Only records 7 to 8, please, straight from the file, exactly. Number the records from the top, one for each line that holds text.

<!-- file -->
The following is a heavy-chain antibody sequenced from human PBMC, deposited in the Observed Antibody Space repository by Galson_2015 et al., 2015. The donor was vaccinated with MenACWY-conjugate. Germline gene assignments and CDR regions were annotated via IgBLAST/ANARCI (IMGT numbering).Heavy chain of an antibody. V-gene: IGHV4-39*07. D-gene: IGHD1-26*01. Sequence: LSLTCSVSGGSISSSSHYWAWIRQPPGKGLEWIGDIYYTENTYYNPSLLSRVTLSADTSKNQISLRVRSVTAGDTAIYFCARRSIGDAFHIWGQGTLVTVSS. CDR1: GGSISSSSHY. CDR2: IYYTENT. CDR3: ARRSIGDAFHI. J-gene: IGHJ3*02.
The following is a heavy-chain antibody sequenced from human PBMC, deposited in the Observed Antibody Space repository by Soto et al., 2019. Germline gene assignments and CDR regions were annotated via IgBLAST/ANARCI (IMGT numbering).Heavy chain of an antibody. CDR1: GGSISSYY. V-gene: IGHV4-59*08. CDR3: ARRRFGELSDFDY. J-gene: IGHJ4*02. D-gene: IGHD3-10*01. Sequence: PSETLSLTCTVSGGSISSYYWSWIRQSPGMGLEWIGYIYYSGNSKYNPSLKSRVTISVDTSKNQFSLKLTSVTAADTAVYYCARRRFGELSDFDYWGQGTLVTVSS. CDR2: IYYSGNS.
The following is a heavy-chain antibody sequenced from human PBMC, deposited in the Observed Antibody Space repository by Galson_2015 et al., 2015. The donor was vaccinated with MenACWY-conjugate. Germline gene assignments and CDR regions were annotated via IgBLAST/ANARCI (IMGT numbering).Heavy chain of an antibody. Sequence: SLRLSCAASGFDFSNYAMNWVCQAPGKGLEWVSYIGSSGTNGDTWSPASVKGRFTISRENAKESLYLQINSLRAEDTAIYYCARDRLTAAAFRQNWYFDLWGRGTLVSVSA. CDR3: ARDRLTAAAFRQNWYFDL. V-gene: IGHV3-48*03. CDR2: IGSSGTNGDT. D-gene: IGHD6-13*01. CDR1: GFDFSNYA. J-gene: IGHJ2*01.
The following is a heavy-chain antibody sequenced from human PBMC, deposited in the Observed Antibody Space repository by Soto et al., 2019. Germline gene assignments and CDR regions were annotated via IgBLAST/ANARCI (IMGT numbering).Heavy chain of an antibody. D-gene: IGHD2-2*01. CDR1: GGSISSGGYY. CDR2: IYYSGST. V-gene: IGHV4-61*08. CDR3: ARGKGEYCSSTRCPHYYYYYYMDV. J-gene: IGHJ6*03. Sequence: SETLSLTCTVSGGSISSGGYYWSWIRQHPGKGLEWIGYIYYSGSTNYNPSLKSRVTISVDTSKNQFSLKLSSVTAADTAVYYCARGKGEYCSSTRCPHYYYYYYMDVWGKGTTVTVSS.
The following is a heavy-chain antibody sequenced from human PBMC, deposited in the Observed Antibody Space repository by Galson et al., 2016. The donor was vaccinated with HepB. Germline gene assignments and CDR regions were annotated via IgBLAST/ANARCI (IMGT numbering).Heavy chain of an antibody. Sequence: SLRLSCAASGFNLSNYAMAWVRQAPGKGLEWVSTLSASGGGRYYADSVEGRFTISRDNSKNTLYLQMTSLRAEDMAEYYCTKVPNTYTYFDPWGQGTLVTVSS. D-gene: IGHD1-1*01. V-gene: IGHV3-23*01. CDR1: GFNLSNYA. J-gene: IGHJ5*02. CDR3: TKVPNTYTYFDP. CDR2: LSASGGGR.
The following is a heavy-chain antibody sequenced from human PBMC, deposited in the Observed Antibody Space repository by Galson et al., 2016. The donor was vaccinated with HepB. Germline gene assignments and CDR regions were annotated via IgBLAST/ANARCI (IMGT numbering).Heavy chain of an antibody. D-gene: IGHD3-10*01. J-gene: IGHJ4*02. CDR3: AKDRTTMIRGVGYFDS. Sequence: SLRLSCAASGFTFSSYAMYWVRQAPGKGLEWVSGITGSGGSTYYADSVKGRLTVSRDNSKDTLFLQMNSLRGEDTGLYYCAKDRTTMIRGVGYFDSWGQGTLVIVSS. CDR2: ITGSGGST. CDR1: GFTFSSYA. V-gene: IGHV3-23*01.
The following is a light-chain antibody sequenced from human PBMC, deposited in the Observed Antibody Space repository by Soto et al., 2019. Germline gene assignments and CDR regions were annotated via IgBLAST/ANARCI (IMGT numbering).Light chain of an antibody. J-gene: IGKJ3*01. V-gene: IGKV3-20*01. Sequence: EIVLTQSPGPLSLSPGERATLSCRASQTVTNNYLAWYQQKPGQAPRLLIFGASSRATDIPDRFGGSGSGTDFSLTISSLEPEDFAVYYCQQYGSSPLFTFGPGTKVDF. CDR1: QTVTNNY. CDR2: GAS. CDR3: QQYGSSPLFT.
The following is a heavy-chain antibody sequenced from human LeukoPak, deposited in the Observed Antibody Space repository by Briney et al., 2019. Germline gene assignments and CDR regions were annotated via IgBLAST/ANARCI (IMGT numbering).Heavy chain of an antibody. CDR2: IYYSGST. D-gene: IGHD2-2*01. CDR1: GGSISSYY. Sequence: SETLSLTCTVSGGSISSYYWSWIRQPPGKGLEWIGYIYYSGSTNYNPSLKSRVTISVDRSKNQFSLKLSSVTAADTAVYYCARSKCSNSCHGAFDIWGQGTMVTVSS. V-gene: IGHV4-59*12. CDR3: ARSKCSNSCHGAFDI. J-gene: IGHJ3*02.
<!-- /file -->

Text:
The following is a light-chain antibody sequenced from human PBMC, deposited in the Observed Antibody Space repository by Soto et al., 2019. Germline gene assignments and CDR regions were annotated via IgBLAST/ANARCI (IMGT numbering).Light chain of an antibody. J-gene: IGKJ3*01. V-gene: IGKV3-20*01. Sequence: EIVLTQSPGPLSLSPGERATLSCRASQTVTNNYLAWYQQKPGQAPRLLIFGASSRATDIPDRFGGSGSGTDFSLTISSLEPEDFAVYYCQQYGSSPLFTFGPGTKVDF. CDR1: QTVTNNY. CDR2: GAS. CDR3: QQYGSSPLFT.
The following is a heavy-chain antibody sequenced from human LeukoPak, deposited in the Observed Antibody Space repository by Briney et al., 2019. Germline gene assignments and CDR regions were annotated via IgBLAST/ANARCI (IMGT numbering).Heavy chain of an antibody. CDR2: IYYSGST. D-gene: IGHD2-2*01. CDR1: GGSISSYY. Sequence: SETLSLTCTVSGGSISSYYWSWIRQPPGKGLEWIGYIYYSGSTNYNPSLKSRVTISVDRSKNQFSLKLSSVTAADTAVYYCARSKCSNSCHGAFDIWGQGTMVTVSS. V-gene: IGHV4-59*12. CDR3: ARSKCSNSCHGAFDI. J-gene: IGHJ3*02.